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‘Cash bonus planning’: Draft regulations published

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Avoidance of tax and national insurance contributions by means of employment-related securities continues to be “rife”, the Inland Revenue has said.

The avoidance disclosure rules introduced in Finance Act 2004 have revealed “ever more complex and contrived” schemes, which the Revenue considers to be part of a “systematic attack” on the rules that tax employment-related securities by “those intent on cash bonus planning”.

The Revenue added: “New legislation will stop them with effect from 2 December 2004”.

A technical note was published with the Pre-Budget Report explaining how the tax legislation would be changed.

The Revenue has now published the draft legislation, together with explanatory notes, and has invited comments on the detail of the draft clauses.

The Revenue provided the following additional information:

“1. Part 7 of the Income Tax (Earnings and Pensions) Act 2003 (ITEPA), provides the income tax rules in cases where securities, interests in securities or securities options are acquired in connection with employment to ensure that all of the value received by way of remuneration in the form of shares or other securities is taxed at the time it is accessed by the employee.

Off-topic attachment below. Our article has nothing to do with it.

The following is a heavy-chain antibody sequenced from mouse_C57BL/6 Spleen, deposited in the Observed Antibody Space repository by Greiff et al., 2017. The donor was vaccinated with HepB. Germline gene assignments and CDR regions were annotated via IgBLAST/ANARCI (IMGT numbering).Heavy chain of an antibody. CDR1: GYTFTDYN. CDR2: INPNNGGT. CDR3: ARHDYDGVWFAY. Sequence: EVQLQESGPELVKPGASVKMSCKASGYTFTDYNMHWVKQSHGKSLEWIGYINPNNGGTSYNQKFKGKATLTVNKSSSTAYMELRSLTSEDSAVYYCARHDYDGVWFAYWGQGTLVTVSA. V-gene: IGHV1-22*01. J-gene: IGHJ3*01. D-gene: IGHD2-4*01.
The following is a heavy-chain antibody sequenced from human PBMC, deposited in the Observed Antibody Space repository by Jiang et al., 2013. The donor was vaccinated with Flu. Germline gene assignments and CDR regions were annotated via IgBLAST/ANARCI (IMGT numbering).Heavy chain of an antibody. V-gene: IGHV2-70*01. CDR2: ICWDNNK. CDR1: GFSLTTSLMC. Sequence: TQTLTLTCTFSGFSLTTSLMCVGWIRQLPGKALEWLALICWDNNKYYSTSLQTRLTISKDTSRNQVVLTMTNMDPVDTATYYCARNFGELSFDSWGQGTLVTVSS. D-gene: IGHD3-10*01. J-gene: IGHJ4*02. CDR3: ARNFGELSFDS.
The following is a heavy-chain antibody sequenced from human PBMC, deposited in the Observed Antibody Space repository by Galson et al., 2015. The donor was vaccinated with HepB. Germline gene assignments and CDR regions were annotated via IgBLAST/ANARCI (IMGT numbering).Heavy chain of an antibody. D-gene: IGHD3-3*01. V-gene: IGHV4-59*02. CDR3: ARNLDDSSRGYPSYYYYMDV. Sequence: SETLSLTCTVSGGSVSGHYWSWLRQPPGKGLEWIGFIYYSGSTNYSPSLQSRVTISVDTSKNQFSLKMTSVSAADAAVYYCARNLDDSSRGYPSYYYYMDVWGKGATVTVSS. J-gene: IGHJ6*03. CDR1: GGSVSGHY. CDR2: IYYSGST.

2. Avoidance schemes that sought to side step these rules will be stopped with effect from 2 December 2004. Employers were using these schemes to avoid paying the proper amount of income tax and National Insurance contributions, particularly in relation to large bonuses in the financial sector.

3. The draft legislation published today extends the definition of securities to include certain insurance contracts; tightens the rules relating to securities that have restrictions or rights of conversion placed on them; and expands the provisions relating to benefits from employment-related securities.

4. Draft legislation and explanatory notes are published on the Inland Revenue [website].

5. Comments on the draft legislation should be sent to: Dominic Burke, Inland Revenue, Room G49, 1 Parliament Street, London SW1A 2BQ.”

Andrew Goodall
[email protected]



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Annie Hayes

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